The first time I saw her after delivery, I watched as her delicate, almost lucid, chest rose and fell with startling intensity, as her tiny, perfect nose and brow twitched in retort to the resonance of the machines that surrounded her.  It was a while before something inside of me told me that it was acceptable for me to touch my daughter. And I did. I watched in numb bewilderment as her hand, no bigger than a silver dollar, touched mine and wrapped itself around my finger and as her dark blue eyes opened and met my own once again. It was then that I knew my daughter would be coming home with us.


I pledged to procure some semblance of normalcy back into my life and with each passing day, I found myself misfiring more and more miserably at my endeavors, asking God, "Why? Why did You do this to us? What did we do to deserve this and why are You taking it out on this helpless little baby?" I resented these feelings, but the pain I was feeling from the separation of my daughter was so intense that it literally stung me 24 hours a day.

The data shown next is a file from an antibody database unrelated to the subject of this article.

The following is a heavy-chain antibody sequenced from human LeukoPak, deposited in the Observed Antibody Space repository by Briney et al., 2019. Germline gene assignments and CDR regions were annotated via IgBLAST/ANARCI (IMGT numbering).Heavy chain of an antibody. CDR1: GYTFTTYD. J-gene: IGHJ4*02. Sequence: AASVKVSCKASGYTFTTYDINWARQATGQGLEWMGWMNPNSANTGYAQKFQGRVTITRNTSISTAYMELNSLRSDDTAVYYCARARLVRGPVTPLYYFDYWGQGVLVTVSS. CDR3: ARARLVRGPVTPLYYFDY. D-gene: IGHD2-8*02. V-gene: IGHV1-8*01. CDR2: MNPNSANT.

Over the next few weeks, I listened intently to doctors and nurses discuss the prognosis of my child and with confidence, cultivated my knowledge of terms such as bradycardia, retinopathy, bronchopulmonary dysplasia, patent ductus arteriosus, intraventricular hemorrhage, necrotizing enterocolitis, and other combinations of vowels and consonants that I would have never dreamed would be components of my vocabulary. Knowledge was power, after all, and I was determined to thoroughly understand every medical term that was thrown my way in hopes that it would somehow ease my suffering. Somewhere along the way, I hung up my neonatology dictionary and began to position my focus on my daughter and the intuition that I was blessed with as a mother. I watched quietly with my arms folded neatly against my chest as the ventilators on which she was dependent for breath were carefully withdrawn from her tiny lungs -- reminding myself that her body, at the time, weighed less than the encyclopedia from which I had done my research -- and I studied the perplexed faces of the medical staff as they stood back and watched her hold her own.